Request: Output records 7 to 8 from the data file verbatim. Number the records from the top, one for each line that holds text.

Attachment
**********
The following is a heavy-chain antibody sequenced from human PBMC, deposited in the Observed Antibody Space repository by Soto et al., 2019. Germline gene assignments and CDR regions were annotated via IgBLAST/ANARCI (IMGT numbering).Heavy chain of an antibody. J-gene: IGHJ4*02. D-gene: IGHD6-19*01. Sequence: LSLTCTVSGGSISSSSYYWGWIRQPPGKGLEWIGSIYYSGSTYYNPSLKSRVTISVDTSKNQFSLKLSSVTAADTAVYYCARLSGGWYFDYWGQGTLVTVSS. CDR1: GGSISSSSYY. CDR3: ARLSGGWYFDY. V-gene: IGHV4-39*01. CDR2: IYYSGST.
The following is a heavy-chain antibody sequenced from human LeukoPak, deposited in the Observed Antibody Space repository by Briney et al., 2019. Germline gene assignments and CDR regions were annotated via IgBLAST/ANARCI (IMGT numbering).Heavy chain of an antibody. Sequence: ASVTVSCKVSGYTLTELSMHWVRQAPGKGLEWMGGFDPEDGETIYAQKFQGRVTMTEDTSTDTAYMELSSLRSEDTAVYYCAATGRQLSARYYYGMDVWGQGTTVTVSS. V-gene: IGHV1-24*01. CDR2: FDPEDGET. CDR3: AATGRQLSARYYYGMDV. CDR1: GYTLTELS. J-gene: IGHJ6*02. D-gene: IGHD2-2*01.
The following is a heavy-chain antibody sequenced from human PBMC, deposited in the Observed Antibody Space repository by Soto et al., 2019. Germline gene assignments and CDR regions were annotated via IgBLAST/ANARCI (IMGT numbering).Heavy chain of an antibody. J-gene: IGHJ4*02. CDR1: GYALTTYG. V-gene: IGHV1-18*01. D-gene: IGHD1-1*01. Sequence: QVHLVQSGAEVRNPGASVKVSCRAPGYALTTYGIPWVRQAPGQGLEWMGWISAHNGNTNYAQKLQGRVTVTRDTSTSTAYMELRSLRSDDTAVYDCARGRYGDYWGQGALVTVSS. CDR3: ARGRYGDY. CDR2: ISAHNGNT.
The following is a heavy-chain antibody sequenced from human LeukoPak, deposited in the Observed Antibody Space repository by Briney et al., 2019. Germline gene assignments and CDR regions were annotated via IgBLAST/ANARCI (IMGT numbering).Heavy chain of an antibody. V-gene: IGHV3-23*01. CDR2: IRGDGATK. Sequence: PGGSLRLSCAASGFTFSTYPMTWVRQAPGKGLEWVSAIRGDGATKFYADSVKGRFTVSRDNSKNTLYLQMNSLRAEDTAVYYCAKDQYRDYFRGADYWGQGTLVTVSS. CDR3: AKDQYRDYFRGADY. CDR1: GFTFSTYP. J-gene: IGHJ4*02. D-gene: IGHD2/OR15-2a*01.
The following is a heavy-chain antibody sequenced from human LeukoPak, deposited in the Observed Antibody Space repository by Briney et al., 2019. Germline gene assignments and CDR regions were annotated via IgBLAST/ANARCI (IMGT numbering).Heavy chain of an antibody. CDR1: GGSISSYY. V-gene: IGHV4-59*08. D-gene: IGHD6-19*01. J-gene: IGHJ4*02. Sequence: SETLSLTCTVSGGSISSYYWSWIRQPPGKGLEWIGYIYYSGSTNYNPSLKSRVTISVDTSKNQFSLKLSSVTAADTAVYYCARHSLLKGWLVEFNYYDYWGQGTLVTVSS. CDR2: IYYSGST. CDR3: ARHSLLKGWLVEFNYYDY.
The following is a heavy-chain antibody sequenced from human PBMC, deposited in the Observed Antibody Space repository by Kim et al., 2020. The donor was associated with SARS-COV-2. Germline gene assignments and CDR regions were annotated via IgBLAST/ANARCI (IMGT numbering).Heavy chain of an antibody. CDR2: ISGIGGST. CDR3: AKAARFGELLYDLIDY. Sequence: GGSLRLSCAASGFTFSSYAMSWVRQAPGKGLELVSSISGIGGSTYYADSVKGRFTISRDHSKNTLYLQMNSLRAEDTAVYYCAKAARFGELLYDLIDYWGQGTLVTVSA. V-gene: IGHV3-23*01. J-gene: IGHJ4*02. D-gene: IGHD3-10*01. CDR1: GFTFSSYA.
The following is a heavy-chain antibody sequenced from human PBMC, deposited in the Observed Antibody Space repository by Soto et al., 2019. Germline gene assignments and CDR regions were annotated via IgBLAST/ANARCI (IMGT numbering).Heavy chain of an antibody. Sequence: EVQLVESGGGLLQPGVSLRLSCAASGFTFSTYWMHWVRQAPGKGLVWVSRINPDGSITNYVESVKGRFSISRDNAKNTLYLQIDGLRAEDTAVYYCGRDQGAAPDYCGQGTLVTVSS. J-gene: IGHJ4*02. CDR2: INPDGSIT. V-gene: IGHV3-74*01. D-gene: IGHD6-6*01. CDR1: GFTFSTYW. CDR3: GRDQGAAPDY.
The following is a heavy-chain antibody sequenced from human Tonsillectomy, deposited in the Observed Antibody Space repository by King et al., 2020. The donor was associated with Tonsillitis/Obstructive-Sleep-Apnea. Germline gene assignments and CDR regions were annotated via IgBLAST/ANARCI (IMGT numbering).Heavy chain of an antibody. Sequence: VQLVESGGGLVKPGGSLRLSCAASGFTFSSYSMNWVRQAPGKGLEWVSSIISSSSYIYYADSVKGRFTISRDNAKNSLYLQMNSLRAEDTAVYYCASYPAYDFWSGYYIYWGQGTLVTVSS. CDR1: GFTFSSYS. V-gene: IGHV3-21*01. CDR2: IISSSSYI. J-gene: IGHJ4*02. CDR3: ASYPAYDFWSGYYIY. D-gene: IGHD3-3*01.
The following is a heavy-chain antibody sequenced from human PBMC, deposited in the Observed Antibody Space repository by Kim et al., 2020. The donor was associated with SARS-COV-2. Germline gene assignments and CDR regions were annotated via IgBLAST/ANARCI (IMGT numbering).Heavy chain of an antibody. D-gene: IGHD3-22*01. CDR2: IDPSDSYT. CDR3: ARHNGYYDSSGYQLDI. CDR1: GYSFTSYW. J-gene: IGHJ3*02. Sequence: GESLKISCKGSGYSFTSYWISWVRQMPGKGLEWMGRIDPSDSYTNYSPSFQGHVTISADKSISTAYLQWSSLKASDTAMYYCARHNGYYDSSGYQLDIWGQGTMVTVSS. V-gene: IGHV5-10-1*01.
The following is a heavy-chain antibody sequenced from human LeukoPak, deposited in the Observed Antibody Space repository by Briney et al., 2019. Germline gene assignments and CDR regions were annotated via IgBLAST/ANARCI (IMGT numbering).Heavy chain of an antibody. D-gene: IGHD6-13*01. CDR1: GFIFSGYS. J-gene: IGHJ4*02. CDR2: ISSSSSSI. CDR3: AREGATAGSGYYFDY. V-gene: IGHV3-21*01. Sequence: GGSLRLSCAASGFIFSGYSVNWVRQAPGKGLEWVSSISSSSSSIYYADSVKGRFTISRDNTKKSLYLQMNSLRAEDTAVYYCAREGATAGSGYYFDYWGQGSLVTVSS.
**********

The following is a heavy-chain antibody sequenced from human PBMC, deposited in the Observed Antibody Space repository by Soto et al., 2019. Germline gene assignments and CDR regions were annotated via IgBLAST/ANARCI (IMGT numbering).Heavy chain of an antibody. Sequence: EVQLVESGGGLLQPGVSLRLSCAASGFTFSTYWMHWVRQAPGKGLVWVSRINPDGSITNYVESVKGRFSISRDNAKNTLYLQIDGLRAEDTAVYYCGRDQGAAPDYCGQGTLVTVSS. J-gene: IGHJ4*02. CDR2: INPDGSIT. V-gene: IGHV3-74*01. D-gene: IGHD6-6*01. CDR1: GFTFSTYW. CDR3: GRDQGAAPDY.
The following is a heavy-chain antibody sequenced from human Tonsillectomy, deposited in the Observed Antibody Space repository by King et al., 2020. The donor was associated with Tonsillitis/Obstructive-Sleep-Apnea. Germline gene assignments and CDR regions were annotated via IgBLAST/ANARCI (IMGT numbering).Heavy chain of an antibody. Sequence: VQLVESGGGLVKPGGSLRLSCAASGFTFSSYSMNWVRQAPGKGLEWVSSIISSSSYIYYADSVKGRFTISRDNAKNSLYLQMNSLRAEDTAVYYCASYPAYDFWSGYYIYWGQGTLVTVSS. CDR1: GFTFSSYS. V-gene: IGHV3-21*01. CDR2: IISSSSYI. J-gene: IGHJ4*02. CDR3: ASYPAYDFWSGYYIY. D-gene: IGHD3-3*01.